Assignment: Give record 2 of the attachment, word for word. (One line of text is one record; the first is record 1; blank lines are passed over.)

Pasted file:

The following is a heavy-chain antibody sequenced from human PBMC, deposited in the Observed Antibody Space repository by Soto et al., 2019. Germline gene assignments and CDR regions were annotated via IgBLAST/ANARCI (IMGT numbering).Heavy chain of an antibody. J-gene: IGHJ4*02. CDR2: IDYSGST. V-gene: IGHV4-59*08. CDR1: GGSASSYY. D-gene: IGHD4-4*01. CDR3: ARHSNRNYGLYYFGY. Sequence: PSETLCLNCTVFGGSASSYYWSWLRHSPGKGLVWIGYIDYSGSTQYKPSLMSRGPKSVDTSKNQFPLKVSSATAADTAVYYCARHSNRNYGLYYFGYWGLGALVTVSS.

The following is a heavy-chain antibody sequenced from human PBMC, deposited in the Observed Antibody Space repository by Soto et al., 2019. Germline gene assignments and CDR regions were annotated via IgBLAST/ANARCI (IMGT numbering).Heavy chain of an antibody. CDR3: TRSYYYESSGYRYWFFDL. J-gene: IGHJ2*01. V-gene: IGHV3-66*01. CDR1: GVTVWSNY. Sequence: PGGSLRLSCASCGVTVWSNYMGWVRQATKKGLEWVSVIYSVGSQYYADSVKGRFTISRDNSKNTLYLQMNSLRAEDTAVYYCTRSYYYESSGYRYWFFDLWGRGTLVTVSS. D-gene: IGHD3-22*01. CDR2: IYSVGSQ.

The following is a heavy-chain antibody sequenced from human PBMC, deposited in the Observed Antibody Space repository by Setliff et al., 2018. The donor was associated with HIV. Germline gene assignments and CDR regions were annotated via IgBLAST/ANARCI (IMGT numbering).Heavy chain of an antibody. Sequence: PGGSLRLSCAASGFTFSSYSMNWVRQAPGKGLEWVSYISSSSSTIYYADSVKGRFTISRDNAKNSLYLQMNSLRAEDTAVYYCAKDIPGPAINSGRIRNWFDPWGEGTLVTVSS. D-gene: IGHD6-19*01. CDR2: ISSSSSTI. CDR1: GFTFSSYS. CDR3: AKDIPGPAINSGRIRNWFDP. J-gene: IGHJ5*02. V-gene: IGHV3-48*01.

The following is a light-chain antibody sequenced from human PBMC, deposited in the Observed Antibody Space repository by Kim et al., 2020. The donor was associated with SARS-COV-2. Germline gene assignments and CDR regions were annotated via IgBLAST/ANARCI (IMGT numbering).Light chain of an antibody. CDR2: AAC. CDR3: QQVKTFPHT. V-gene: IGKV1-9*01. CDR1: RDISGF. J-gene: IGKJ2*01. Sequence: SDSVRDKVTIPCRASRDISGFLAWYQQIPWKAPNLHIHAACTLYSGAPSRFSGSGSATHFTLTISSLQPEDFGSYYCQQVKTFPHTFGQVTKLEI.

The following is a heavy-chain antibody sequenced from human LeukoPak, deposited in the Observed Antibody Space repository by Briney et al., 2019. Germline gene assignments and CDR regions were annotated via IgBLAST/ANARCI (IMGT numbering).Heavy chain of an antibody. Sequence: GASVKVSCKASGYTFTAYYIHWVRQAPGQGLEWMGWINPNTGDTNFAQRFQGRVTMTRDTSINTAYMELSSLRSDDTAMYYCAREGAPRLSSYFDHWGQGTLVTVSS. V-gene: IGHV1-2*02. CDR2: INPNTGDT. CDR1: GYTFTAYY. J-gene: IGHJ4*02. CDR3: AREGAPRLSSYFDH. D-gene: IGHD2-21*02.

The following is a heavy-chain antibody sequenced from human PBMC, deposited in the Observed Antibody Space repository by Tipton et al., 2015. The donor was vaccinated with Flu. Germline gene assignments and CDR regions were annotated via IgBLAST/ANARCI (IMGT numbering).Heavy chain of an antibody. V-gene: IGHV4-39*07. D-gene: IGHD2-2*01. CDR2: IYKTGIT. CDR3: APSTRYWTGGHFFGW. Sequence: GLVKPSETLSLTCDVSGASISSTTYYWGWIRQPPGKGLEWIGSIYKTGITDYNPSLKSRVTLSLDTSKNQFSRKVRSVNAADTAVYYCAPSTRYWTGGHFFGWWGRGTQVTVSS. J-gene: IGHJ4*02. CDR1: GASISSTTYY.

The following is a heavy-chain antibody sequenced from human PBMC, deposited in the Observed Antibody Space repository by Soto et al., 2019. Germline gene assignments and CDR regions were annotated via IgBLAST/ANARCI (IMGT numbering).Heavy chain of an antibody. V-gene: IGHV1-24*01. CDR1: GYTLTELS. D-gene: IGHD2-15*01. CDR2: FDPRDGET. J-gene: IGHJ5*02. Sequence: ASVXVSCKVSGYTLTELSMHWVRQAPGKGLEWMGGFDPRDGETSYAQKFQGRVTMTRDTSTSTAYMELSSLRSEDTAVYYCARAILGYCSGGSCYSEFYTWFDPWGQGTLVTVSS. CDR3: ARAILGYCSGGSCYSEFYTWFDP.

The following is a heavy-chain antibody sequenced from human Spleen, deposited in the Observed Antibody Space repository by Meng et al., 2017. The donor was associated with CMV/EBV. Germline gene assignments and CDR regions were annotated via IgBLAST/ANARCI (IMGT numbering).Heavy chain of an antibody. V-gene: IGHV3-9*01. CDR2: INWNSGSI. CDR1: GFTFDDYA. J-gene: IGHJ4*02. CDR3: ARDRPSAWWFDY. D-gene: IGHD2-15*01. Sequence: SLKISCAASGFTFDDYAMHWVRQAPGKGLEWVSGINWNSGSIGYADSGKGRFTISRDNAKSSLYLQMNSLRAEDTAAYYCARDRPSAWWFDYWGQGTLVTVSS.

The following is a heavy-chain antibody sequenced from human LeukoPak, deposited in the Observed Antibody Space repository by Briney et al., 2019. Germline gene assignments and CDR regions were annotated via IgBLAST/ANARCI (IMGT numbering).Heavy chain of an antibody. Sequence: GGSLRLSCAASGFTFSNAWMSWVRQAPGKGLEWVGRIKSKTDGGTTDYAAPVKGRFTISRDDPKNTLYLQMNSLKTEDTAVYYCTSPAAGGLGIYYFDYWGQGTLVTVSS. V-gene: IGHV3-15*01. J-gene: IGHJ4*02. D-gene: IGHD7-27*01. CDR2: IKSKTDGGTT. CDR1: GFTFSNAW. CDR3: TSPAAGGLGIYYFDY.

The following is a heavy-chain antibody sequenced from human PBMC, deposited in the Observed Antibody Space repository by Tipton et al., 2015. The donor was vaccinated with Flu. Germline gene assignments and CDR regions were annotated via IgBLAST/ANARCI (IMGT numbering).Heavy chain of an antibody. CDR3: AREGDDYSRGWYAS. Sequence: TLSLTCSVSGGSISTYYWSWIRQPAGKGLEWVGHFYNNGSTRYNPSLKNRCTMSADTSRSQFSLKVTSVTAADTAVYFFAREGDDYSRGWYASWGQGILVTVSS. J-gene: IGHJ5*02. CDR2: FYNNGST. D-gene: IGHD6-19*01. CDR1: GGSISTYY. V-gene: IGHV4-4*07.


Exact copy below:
The following is a heavy-chain antibody sequenced from human PBMC, deposited in the Observed Antibody Space repository by Soto et al., 2019. Germline gene assignments and CDR regions were annotated via IgBLAST/ANARCI (IMGT numbering).Heavy chain of an antibody. CDR3: TRSYYYESSGYRYWFFDL. J-gene: IGHJ2*01. V-gene: IGHV3-66*01. CDR1: GVTVWSNY. Sequence: PGGSLRLSCASCGVTVWSNYMGWVRQATKKGLEWVSVIYSVGSQYYADSVKGRFTISRDNSKNTLYLQMNSLRAEDTAVYYCTRSYYYESSGYRYWFFDLWGRGTLVTVSS. D-gene: IGHD3-22*01. CDR2: IYSVGSQ.